Voting from bed: WCU, Jackson County election officials hammer out a hopeful home
Walking out of the Jackson County Board of Elections offices in Sylva, Lane Perry seemed pleased. A year’s worth of work was about to pay off.
“At the end of the day, we want to be able to get university students to vote where they live for three to five years,” Perry explained on the way to his car.
For the past year, Perry, director of Western Carolina University’s Center for Service Learning, has worked with local election officials in an effort to find the best way for on-campus students to register to vote using a campus address.
“I know it’s a maze sometimes,” Jackson County Board of Elections Secretary Kirk Stephens told Perry during an early March election board meeting.
“An amazing maze,” Perry agreed.
The pair exchanged reserved smiles as they pinned hopes for a smooth election cycle on the use of campus 911 addresses. They are crossing their fingers that the election board’s official recommendation can insulate WCU students from any voting-related hiccups.
“Everyone wants to make sure that student voters don’t have problems with their student addresses,” Stephens later explained. “We’re just trying to err on the side of caution to make sure that students are able to vote without any kind of hassle.”
The ‘least challengeable address’
A host of new voting laws will take effect in North Carolina in 2016. Critics claim some of the new legislation will have negative impacts on certain populations, such as minorities, the elderly and students.
The laws require voters to present certain forms of photo identification, do away with several early voting days and disallow same-day registration and out-of-precinct voting, among other measures. The new laws face multiple legal challenges, including one from U.S. Attorney General Eric Holder.
Those new laws are not what have demanded so much attention from WCU and Jackson County elections officials. The North Carolina legislation requiring a voter to register “where you lay your head to sleep” is not exactly new.
“That’s probably been in place since the beginning of time, since voting began,” explained Lisa Lovedahl-Lehman, director of the Jackson County Board of Elections.
Previously, students at WCU have registered to vote using the address of 245 Memorial Drive in Cullowhee, the address of A.K. Hinds University Center on campus. But that’s no good anymore.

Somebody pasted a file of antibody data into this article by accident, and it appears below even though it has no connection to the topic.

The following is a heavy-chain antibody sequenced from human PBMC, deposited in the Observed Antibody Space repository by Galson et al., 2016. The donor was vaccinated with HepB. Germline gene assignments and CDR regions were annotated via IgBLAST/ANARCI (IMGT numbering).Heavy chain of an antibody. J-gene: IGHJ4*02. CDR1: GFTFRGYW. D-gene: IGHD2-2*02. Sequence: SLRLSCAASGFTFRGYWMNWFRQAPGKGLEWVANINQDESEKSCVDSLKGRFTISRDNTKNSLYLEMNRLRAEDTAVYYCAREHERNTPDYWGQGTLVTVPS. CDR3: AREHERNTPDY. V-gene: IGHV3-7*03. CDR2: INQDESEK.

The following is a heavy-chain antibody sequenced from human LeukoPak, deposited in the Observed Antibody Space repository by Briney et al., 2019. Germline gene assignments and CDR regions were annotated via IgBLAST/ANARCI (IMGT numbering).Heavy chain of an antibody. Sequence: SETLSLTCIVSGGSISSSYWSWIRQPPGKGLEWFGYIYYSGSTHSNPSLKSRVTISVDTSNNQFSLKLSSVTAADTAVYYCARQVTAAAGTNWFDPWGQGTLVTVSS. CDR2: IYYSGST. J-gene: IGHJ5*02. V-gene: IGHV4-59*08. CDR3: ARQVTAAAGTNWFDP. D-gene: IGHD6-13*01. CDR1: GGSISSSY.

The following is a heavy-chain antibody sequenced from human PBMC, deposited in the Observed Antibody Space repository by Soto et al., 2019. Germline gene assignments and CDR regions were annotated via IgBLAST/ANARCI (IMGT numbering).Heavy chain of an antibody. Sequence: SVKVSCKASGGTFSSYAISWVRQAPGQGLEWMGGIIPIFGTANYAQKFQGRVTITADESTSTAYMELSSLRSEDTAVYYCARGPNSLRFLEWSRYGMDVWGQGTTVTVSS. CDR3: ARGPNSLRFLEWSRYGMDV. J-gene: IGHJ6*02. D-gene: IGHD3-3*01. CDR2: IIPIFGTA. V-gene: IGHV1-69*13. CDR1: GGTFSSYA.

“That’s out,” Perry said. “That would not meet the requirements.”
Stephens describes the 245 address as “nebulous.” There are concerns that using the collective address on voter registration forms could result in challenges.
“245 is like an avatar address for Western Carolina University students,” said Lovedahl-Lehman.
Since no one actually resides in a mailroom, or a post office box, such addresses don’t work for voting registration. Local officials have decided that students should use 911 addresses, or addresses by which law enforcement would identify a locale. It’s what Stephens has labeled “something we can live with” or the “least challengeable address.”
“Do you think you can sell the university on using the 911 address?” he asked Perry during the election board meeting.
“I think we’ve got something I can take back to the university,” Perry told him.
A few days later, Perry’s boss, WCU Vice Chancellor for Student Affairs Samuel Miller, sounded pleased enough.
“I’m glad we were able to find a way to let students have an option,” Miller said. “They’ll have a choice, that’s the main thing.”
The elections board worked with WCU to hammer out the “least challengeable address” with an eye towards Warren Wilson College near Asheville. Students at the Buncombe County school found themselves stumbling through the 2012 election after the campus was split into separate voting districts and the address traditionally listed by students — 701 Warren Wilson Road — was called into question.
“It made the certification of voting results in 2012 drag out for weeks,” Lovedahl-Lehman recalled. “It got complicated.”
That’s why WCU has been working with the Jackson County Elections Board to avoid any potential election issues due to a student’s listed address.
“To WCU folks’ credit, they want to get ahead of any situation like that at Western,” said Cindy Thompson, chair of the Jackson County Elections Board. “They’re trying to prepare for the future, if there was a question.”
By assigning students on campus 911 addresses with which to register, the university will attempt to avoid any challenges to voters’ physical addresses.
“What we want to do, if a student is registered to vote and they go and they vote, they will not receive a challenge,” Perry explained.
At the risk of bothering Grandma Jones
Local election and university officials have been working towards a solution to a hypothetical problem. A WCU student’s campus address has yet to be challenged. Challenges, in general, are rare.
“In the 20 years I have worked in the board of elections, we have only had one challenge to a voter’s address,” Lovedahl-Lehman said.
A challenge may either be generated by the election board or by a citizen questioning the legitimacy of a voter. The election board is not currently challenging WCU students and their 245 address.
“That’s not actually being challenged by the board.” Lovedahl-Lehman said. “But there are more and more groups out there looking at voter rolls. There have been groups that have actually asked about 245.”
One such person looking at voter rolls in Jackson County, specifically at the 245 Memorial Drive address, is Ginny Jahrmarkt. She’s a coordinator with the Tea Party Patriots of Jackson County but is scanning the local voter rolls on behalf of the Raleigh-based Voter Integrity Project.
“We just want to make sure we’re having free and fair and accurate voting across the state,” Jahrmarkt said.
Jahrmarkt understands that some people have long used off-homesite addresses.
“I get it, I’ve been here a long time, I get it, we don’t want to upset Grandma Jones, because, hey, we know she’s legit, she’s been going to the polls forever, we don’t want to bother Grandma Jones,” said Jahrmarkt.